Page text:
September 4, 2012
Gillard presses on with education reform in her response to the Gonski Review to lift teaching standards in spite of saying little about funding. The states, who are responsible for education, are close to broke and the Commonwealth has to stump up most of the 6.5 billion cash required.
Education is a core Labor issue in that the welfare state attempts to address the capitalist logic of ever increasing inequality through educational opportunity and a safety net. Schools for the well-off are better than ever; those for everyone else continue to deteriorate. It becomes self-reinforcing as the middle class continues to believe that their interests will be best served by an ever-freer market and a smaller state.
Gillard, in her speech to the National Press Club, stated that new funding will be contingent on states and systems agreeing to and delivering school improvement in the form of improving g teacher quality, including requiring more classroom experience before graduation and higher entry requirements for the profession; giving principals more power, including over budgets and staff selection; and providing more information for parents through the My School website.
Gillard is opening up the negotiations with the states by mapping the field in terms of reforms aimed to achieve excellence rather than equity. On the table for negotiation are the states' share of the extra funding, the level of the basic benchmark grant under the Gonski plan (which would be topped up for needs, such as economic disadvantage), the amount of indexation and how quickly the funding is scaled up.
The states will have to scramble to avoid looking like the bad guys--as happened with the Disability Insurance scheme.---if they don't come to the table to negotiate. There is little doubt that current funding model is broken, leaving (mostly state) schools with high proportions of disadvantaged kids lacking the resources needed to ensure they get the education they need to live in a market economy. In contrast, (mostly private) schools, with more favoured clienteles, have further funding heaped on them by generous government grants.
People are now asking whether Gillard Labor is going to go into the next election with unfunded spending commitments. Will it trim middle class welfare to fund its commitments, given that the tax receipts this financial year are expected to drop 22.1 per cent of GDP to somewhere just above 21 per cent by next budget time due to falling commodity prices?
If we step back from this politics of the moment and look at what is happening at a deeper level, then we can discern the increasing inequality in our schools and society. This is what Gonski was addressing in educational terms. Philip Blond from the ResPublica thinktank says that:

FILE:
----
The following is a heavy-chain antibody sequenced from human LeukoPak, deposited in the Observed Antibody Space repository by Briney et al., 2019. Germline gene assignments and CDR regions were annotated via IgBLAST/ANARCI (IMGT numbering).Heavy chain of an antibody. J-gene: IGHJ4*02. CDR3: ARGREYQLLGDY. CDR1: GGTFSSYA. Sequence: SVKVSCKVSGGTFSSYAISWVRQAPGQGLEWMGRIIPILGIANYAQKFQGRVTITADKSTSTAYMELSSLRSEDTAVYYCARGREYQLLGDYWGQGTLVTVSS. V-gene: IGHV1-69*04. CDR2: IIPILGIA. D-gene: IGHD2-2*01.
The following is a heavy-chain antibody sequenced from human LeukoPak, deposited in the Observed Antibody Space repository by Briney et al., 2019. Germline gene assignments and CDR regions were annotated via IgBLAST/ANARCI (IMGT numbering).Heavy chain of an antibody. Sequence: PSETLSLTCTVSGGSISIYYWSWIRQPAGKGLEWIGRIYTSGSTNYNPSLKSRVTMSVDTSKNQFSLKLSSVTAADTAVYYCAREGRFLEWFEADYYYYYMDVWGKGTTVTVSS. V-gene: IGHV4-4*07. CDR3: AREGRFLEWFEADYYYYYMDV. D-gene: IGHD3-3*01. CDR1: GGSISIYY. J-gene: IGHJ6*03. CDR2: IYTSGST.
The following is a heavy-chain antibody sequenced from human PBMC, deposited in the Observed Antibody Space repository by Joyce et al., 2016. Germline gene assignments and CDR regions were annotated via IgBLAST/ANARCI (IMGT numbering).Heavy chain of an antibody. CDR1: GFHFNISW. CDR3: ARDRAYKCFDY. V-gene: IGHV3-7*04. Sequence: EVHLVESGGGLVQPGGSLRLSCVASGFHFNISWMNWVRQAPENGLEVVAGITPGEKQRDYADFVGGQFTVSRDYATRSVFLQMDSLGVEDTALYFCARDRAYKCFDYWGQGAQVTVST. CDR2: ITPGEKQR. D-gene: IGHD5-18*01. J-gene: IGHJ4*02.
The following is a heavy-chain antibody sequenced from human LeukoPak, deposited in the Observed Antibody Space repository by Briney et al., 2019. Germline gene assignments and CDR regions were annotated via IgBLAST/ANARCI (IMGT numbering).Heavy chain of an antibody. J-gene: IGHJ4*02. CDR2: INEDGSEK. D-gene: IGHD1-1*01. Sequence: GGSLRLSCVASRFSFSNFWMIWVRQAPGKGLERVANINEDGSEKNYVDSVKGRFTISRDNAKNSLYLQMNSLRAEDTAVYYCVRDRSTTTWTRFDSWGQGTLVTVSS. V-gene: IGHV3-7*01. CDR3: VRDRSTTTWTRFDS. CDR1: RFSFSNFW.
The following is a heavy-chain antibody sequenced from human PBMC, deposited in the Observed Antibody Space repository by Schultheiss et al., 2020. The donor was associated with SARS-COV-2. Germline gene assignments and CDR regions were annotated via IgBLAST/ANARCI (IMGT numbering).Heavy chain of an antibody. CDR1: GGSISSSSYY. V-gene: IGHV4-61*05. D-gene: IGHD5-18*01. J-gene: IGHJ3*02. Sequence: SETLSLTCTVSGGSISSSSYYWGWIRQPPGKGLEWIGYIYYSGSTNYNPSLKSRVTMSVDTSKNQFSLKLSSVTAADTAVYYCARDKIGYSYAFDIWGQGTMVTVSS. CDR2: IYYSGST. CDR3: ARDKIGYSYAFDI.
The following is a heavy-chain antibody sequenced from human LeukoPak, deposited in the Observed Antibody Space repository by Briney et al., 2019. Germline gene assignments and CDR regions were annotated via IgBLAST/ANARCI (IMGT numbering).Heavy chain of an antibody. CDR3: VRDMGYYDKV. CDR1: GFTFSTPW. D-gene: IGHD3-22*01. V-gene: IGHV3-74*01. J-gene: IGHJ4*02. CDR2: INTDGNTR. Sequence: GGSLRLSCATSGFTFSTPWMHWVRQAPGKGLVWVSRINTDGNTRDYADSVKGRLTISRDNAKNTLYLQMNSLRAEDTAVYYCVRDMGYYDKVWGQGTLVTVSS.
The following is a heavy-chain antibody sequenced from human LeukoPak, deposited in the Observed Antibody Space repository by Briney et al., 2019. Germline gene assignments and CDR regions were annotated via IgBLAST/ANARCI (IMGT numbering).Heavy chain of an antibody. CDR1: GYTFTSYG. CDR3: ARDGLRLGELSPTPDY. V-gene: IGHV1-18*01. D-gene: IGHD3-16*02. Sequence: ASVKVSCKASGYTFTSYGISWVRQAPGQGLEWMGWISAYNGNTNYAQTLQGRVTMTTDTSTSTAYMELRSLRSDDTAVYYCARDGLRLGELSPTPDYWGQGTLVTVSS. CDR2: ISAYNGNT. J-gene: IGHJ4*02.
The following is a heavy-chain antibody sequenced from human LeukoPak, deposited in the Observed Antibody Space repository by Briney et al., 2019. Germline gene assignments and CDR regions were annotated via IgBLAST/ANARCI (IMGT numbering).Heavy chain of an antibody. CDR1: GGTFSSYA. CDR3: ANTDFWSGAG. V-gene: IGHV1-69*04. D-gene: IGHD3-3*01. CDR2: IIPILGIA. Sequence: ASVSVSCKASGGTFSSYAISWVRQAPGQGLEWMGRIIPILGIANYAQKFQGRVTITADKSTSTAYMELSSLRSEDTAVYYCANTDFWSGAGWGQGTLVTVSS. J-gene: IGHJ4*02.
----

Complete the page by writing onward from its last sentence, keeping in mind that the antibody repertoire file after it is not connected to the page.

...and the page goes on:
While the left has tended to embrace the state as the agent of equality, the right invariably looks to the market as the agent of prosperity. And yet the left has not solved the problem of poverty through state redistribution, and the right has not delivered mass prosperity through the market. Instead, both the left and the right have presided over rapid and rising inequality and the seizure of wealth and opportunity by those at the very top of society.
His critique of the social democracy assumptions of Gillard's educational reforms would be that in the 20th century the poor represented the bottom 20%. But they have subsequently become the bottom third, and now with changes in the nature of modern capitalism in the 21st century they threaten to encapsulate the middle class itself.
It does appear that the development of technology and globalization undermines the middle class, and makes it impossible for more than a minority of citizens in an advanced society to achieve middle-class status. Francis Fukyama says that there is:
a lot of happy talk about the wonders of the knowledge economy, and how dirty, dangerous manufacturing jobs would inevitably be replaced by highly educated workers doing creative and interesting things. This was a gauzy veil placed over the hard facts of deindustrialization. It overlooked the fact that the benefits of the new order accrued disproportionately to a very small number of people in finance and high technology, interests that dominated the media and the general political conversation.
It is a reality that liberal democratic society's in the West cannot maintain a middle class without welfare support. We could add that the Australian society and economy cannot afford that kind of welfare support without increasing levels of taxation--eg., broadening the base of the GST (and cutting the corporate tax rate).